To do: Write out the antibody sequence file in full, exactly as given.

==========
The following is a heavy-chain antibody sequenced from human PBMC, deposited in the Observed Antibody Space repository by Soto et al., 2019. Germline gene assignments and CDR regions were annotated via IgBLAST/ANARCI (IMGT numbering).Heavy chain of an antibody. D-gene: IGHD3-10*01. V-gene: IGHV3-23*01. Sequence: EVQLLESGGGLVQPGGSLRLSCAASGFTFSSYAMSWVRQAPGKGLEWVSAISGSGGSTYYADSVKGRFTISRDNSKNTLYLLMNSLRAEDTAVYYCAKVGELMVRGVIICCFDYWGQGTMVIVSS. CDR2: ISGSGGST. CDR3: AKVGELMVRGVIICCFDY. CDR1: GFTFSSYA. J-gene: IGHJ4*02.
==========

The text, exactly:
The following is a heavy-chain antibody sequenced from human PBMC, deposited in the Observed Antibody Space repository by Soto et al., 2019. Germline gene assignments and CDR regions were annotated via IgBLAST/ANARCI (IMGT numbering).Heavy chain of an antibody. D-gene: IGHD3-10*01. V-gene: IGHV3-23*01. Sequence: EVQLLESGGGLVQPGGSLRLSCAASGFTFSSYAMSWVRQAPGKGLEWVSAISGSGGSTYYADSVKGRFTISRDNSKNTLYLLMNSLRAEDTAVYYCAKVGELMVRGVIICCFDYWGQGTMVIVSS. CDR2: ISGSGGST. CDR3: AKVGELMVRGVIICCFDY. CDR1: GFTFSSYA. J-gene: IGHJ4*02.